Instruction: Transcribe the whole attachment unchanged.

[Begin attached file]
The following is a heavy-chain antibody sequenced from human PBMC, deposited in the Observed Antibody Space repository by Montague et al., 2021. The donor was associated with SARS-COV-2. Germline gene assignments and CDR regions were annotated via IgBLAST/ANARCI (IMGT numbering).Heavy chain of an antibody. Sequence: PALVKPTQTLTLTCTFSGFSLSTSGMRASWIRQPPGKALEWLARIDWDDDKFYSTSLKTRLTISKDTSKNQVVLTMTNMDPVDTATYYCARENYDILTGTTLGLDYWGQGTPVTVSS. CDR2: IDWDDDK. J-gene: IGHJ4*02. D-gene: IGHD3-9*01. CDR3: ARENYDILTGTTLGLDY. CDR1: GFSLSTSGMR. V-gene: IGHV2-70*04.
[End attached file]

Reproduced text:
The following is a heavy-chain antibody sequenced from human PBMC, deposited in the Observed Antibody Space repository by Montague et al., 2021. The donor was associated with SARS-COV-2. Germline gene assignments and CDR regions were annotated via IgBLAST/ANARCI (IMGT numbering).Heavy chain of an antibody. Sequence: PALVKPTQTLTLTCTFSGFSLSTSGMRASWIRQPPGKALEWLARIDWDDDKFYSTSLKTRLTISKDTSKNQVVLTMTNMDPVDTATYYCARENYDILTGTTLGLDYWGQGTPVTVSS. CDR2: IDWDDDK. J-gene: IGHJ4*02. D-gene: IGHD3-9*01. CDR3: ARENYDILTGTTLGLDY. CDR1: GFSLSTSGMR. V-gene: IGHV2-70*04.